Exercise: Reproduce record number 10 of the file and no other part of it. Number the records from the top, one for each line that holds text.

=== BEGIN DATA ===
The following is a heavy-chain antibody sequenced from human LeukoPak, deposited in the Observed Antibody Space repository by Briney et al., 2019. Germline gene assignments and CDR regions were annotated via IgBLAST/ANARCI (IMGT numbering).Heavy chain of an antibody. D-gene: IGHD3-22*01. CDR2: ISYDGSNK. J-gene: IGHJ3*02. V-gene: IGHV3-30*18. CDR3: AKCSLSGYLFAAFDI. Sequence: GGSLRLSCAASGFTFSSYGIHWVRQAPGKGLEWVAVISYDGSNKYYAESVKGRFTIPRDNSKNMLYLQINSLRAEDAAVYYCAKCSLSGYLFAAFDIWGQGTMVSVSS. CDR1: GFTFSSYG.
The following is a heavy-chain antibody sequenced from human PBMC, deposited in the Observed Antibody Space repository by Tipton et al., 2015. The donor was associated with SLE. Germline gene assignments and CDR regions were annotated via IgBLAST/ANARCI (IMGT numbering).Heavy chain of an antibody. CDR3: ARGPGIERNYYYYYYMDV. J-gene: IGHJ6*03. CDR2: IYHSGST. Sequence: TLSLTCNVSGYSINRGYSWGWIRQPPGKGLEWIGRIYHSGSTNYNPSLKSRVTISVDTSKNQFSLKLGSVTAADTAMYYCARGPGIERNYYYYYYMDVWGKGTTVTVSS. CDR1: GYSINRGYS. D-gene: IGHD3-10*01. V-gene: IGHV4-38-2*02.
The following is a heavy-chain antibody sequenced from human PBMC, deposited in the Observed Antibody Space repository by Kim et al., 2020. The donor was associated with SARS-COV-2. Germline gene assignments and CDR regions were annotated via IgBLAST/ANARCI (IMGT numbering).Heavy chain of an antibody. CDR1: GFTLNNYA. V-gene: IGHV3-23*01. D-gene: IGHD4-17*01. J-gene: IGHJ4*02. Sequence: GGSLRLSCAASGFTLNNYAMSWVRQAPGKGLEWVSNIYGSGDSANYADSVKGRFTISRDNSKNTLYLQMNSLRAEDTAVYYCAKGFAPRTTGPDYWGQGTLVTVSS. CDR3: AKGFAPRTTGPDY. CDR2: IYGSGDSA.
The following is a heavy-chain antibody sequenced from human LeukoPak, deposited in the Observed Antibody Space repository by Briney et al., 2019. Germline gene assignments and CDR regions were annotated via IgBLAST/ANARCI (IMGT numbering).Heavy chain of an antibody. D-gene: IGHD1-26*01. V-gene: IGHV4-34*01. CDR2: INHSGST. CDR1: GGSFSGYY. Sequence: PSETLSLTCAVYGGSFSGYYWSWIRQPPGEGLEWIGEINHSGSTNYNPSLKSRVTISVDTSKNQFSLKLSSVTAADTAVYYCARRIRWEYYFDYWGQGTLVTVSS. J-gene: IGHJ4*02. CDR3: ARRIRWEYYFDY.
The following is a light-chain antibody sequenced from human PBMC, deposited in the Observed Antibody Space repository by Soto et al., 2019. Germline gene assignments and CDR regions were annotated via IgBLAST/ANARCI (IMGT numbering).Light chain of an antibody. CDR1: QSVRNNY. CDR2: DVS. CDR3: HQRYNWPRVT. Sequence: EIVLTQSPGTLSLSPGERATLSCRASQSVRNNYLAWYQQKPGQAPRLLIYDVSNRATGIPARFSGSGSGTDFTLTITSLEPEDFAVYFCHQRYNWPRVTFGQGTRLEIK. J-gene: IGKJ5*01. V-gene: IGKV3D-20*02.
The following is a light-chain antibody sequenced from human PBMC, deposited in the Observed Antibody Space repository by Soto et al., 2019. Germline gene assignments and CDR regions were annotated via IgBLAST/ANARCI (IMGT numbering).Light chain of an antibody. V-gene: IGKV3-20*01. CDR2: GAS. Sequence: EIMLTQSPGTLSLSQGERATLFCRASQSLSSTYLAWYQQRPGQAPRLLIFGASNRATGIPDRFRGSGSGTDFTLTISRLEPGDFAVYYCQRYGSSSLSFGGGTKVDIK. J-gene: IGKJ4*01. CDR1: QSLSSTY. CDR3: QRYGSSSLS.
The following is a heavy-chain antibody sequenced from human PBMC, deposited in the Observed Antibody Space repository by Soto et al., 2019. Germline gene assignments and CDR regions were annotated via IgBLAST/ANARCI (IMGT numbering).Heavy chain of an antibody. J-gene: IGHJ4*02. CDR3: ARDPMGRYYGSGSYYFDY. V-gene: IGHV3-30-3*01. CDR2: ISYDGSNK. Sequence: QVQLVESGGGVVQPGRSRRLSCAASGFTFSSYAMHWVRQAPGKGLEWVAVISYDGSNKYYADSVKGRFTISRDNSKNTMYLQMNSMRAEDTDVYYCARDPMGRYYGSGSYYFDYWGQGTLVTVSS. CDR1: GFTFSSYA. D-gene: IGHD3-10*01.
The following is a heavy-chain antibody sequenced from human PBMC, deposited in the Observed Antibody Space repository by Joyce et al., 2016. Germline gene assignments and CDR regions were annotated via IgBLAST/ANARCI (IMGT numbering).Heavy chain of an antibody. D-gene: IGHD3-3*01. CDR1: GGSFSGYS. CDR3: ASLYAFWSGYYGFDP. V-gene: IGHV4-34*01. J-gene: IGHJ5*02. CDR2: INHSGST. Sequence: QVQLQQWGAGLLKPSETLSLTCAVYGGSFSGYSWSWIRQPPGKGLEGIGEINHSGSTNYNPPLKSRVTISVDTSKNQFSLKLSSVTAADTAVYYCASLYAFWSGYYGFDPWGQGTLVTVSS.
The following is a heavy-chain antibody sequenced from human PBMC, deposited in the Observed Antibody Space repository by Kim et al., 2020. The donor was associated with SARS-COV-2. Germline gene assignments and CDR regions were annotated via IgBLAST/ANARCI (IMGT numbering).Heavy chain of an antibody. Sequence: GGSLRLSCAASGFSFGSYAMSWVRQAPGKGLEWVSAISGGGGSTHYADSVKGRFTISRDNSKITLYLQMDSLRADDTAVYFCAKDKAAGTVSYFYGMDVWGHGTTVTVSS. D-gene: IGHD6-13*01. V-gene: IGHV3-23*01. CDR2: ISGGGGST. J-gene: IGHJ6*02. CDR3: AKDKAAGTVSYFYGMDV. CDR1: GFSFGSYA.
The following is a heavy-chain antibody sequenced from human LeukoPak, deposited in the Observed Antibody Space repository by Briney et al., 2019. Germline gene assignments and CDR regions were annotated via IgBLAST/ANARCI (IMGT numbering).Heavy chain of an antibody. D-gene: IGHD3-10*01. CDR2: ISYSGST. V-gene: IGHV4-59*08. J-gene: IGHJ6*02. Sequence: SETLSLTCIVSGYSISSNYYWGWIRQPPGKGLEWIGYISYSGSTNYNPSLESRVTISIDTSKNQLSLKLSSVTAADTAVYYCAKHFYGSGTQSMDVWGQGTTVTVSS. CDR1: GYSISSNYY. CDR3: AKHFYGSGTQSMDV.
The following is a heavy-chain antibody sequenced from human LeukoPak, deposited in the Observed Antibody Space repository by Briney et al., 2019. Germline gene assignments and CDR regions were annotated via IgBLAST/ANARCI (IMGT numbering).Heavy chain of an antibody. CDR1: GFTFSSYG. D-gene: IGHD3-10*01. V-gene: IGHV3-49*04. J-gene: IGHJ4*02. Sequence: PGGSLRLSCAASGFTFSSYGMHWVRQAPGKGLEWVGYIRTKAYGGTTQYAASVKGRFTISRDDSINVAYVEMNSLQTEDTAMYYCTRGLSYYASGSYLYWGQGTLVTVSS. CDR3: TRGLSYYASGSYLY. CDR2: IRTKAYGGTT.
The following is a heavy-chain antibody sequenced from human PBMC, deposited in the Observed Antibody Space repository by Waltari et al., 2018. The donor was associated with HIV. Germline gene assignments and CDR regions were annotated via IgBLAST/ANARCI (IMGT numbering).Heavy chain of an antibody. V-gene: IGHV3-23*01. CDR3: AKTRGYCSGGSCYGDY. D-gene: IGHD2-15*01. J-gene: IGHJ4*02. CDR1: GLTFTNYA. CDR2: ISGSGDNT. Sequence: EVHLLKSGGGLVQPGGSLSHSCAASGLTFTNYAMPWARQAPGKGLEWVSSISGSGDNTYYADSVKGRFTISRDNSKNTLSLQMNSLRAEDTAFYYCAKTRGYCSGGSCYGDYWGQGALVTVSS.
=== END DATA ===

The following is a heavy-chain antibody sequenced from human LeukoPak, deposited in the Observed Antibody Space repository by Briney et al., 2019. Germline gene assignments and CDR regions were annotated via IgBLAST/ANARCI (IMGT numbering).Heavy chain of an antibody. D-gene: IGHD3-10*01. CDR2: ISYSGST. V-gene: IGHV4-59*08. J-gene: IGHJ6*02. Sequence: SETLSLTCIVSGYSISSNYYWGWIRQPPGKGLEWIGYISYSGSTNYNPSLESRVTISIDTSKNQLSLKLSSVTAADTAVYYCAKHFYGSGTQSMDVWGQGTTVTVSS. CDR1: GYSISSNYY. CDR3: AKHFYGSGTQSMDV.